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Los Angeles Times | Suit Targets U.S. Border Vigilantes

HOUSTON — Two civil rights groups filed a lawsuit Thursday against vigilantes who intercept and detain immigrants illegally crossing the U.S.-Mexico border.

The lawsuit seeks unspecified damages on behalf of six undocumented immigrants who crossed the border in March and were apprehended by one of the vigilante organizations on a private cattle ranch in southwest Texas, eight miles outside Hebbronville. The immigrants were robbed and assaulted before they were turned over to the U.S. Border Patrol, the lawsuit charges.

The vigilante organization, called Ranch Rescue, and Joseph Sutton, the owner of the 5,000-acre ranch where the immigrants were detained, denied any wrongdoing Thursday and said they treated the immigrants with "respect and dignity." Sutton, in a telephone interview from Sutton Ranch, declared the lawsuit "bellywash."

The immigrants were unlawfully detained at gunpoint and by a 125-pound Rottweiler, the lawsuit says. One of the immigrants, a man from El Salvador, alleges that he was pistol-whipped as one of the vigilantes ordered him to kneel with his fingers folded behind his head. Several others say their lives were threatened by men carrying assault rifles, wearing khaki uniforms and declaring themselves soldiers of the United States, according to the lawsuit.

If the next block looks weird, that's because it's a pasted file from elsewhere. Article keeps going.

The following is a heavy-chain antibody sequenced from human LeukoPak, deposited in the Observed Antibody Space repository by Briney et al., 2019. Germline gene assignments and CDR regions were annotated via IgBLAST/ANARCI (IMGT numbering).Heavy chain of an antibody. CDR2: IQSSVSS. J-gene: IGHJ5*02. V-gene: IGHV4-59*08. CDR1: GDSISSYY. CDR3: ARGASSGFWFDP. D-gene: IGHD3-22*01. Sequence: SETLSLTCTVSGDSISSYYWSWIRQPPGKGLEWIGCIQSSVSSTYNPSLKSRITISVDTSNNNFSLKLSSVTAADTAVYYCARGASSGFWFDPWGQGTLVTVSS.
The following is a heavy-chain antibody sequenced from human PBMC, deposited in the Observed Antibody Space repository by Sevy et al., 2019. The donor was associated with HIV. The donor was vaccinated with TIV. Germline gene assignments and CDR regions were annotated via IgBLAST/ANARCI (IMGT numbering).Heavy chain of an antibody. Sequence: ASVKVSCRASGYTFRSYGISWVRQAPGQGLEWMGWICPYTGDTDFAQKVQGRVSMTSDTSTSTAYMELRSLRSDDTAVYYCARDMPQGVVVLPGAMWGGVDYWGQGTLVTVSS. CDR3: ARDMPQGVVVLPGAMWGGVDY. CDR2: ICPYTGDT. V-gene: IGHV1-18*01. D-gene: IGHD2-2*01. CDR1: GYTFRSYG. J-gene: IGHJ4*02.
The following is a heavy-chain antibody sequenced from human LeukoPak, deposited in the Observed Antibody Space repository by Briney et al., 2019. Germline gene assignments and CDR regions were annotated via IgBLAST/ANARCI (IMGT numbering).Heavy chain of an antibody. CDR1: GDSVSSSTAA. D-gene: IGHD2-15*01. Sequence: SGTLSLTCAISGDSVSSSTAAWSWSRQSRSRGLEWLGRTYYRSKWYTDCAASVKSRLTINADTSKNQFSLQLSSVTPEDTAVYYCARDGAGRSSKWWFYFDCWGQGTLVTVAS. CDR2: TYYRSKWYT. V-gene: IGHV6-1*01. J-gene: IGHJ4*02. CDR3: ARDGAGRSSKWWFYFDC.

"The bottom line of our suit is to protect the most vulnerable and worthy of people -- impoverished migrants traveling hundreds of miles on foot across harsh terrain to feed their families," said Ricardo de Anda, a private attorney who will be the lead trial counsel if the case reaches the courtroom.

The suit is the first to take on paramilitary groups that police the border on their own.

Ricardo de Anda